The New Landscape in Art and Science is a 1956 book by György Kepes. The Hungarian-born artist, art theorist and educator taught along Laszlo Moholy-Nagy at the New Bauhaus school in Chicago and later was the founder of the Center for Advanced Visual Studies at the MIT. At the institute he was in contact with scientists from different domains and began working around the construction of a discourse which included both science and visual art in an attempt to find a common language between them. The connecting language in Kepes’ research turned out to be that of nature as further revealed by the new images accessible through the recent developments in science and technology.
Kepes “attempted to present in pictures the new visual world revealed by science and technology, things that were previously too big or too small, too opaque or too fast for the unaided eye to see.” (from Kepes: The New Landscape in Art and Science (1956) )
In 1951 he organized an exhibition titled “The New Landscape” presenting affinities among visual arts and recent visualizations of research models. Macro, computer images, photographs of the moon surface were shown along visual artists’ production in an attempt to let the similarities emerge. The focus is on recurrences of patterns, forms, growth and logical systems, rhythm.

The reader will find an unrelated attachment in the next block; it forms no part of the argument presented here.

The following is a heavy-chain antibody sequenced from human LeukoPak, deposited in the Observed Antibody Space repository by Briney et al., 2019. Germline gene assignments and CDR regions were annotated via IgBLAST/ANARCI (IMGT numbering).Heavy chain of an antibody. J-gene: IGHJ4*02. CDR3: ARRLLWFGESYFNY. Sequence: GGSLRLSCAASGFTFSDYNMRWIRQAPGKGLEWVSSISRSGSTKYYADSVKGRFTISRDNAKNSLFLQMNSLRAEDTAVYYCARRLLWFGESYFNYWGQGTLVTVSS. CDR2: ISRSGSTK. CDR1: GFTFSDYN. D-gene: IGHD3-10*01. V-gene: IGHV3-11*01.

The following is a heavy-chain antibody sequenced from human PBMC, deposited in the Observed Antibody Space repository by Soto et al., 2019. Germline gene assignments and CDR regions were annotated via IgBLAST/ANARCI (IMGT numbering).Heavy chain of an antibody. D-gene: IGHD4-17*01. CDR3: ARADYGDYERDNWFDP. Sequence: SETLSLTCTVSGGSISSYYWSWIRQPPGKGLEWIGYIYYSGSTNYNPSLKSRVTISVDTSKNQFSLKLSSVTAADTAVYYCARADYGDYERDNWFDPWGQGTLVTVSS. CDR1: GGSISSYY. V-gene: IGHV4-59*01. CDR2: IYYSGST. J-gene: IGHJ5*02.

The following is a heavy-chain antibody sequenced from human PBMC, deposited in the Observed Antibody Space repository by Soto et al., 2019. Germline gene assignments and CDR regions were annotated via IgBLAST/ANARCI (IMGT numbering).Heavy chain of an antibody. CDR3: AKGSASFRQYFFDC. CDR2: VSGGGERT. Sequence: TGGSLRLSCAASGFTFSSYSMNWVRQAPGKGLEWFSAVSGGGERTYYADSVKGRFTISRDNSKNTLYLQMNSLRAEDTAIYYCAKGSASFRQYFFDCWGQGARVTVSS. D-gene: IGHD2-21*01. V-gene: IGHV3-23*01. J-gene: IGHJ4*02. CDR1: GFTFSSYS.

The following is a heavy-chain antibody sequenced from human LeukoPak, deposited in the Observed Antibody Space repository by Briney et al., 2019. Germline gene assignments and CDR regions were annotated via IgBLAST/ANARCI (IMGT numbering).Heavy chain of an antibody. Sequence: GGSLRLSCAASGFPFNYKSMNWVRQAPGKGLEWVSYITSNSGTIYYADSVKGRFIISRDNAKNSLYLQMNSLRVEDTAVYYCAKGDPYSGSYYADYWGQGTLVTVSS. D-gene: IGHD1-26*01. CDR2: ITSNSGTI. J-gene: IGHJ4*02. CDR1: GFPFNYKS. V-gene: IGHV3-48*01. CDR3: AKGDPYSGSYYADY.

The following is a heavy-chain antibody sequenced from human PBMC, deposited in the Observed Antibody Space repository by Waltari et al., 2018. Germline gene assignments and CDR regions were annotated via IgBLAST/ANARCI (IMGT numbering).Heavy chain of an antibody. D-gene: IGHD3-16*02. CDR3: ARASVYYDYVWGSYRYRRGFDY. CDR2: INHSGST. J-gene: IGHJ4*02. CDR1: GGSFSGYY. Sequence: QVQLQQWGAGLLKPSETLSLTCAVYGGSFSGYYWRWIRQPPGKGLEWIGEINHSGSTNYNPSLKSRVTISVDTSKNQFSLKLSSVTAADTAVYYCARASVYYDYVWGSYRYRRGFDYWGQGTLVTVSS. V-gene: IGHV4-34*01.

In “The New Landscape in Art and Science” (1956), this research was translated into a publication.
The obvious world that we know on gross levels of sight, sound taste and touch, can be connected with the subtle world revealed by our scientific instruments and devices. Seen together, aerial maps of river estuaries and road systems, feathers, fern leaves, branching blood vessels, nerve ganglia, electron micrographs of crystals and the tree-like patterns of electrical discharge-figures are connected, although they are vastly different in place, origin and scale … Their similarity of form is by no means accidental. As patterns of energy-gathering and energy-distribution, they are similar graphs generated by similar processes. György Kepes
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